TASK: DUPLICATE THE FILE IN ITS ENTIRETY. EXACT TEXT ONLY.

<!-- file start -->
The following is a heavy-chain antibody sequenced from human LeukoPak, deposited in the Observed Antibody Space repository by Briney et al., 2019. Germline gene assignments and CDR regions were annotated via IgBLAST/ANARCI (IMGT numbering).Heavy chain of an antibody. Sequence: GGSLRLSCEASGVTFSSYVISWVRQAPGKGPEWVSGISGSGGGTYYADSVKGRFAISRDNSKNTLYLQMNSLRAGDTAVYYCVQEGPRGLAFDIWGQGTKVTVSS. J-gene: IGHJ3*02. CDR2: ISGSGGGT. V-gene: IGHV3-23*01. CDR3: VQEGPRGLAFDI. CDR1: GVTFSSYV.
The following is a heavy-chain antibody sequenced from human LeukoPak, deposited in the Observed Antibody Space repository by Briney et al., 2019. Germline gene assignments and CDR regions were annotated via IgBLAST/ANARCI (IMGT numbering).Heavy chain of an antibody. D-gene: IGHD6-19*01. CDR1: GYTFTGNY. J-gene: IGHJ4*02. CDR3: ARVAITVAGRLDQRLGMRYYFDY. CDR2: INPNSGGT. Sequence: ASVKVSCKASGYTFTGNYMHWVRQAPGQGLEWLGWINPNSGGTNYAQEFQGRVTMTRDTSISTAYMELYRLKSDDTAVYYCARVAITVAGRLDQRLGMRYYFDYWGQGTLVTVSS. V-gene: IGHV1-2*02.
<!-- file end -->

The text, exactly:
The following is a heavy-chain antibody sequenced from human LeukoPak, deposited in the Observed Antibody Space repository by Briney et al., 2019. Germline gene assignments and CDR regions were annotated via IgBLAST/ANARCI (IMGT numbering).Heavy chain of an antibody. Sequence: GGSLRLSCEASGVTFSSYVISWVRQAPGKGPEWVSGISGSGGGTYYADSVKGRFAISRDNSKNTLYLQMNSLRAGDTAVYYCVQEGPRGLAFDIWGQGTKVTVSS. J-gene: IGHJ3*02. CDR2: ISGSGGGT. V-gene: IGHV3-23*01. CDR3: VQEGPRGLAFDI. CDR1: GVTFSSYV.
The following is a heavy-chain antibody sequenced from human LeukoPak, deposited in the Observed Antibody Space repository by Briney et al., 2019. Germline gene assignments and CDR regions were annotated via IgBLAST/ANARCI (IMGT numbering).Heavy chain of an antibody. D-gene: IGHD6-19*01. CDR1: GYTFTGNY. J-gene: IGHJ4*02. CDR3: ARVAITVAGRLDQRLGMRYYFDY. CDR2: INPNSGGT. Sequence: ASVKVSCKASGYTFTGNYMHWVRQAPGQGLEWLGWINPNSGGTNYAQEFQGRVTMTRDTSISTAYMELYRLKSDDTAVYYCARVAITVAGRLDQRLGMRYYFDYWGQGTLVTVSS. V-gene: IGHV1-2*02.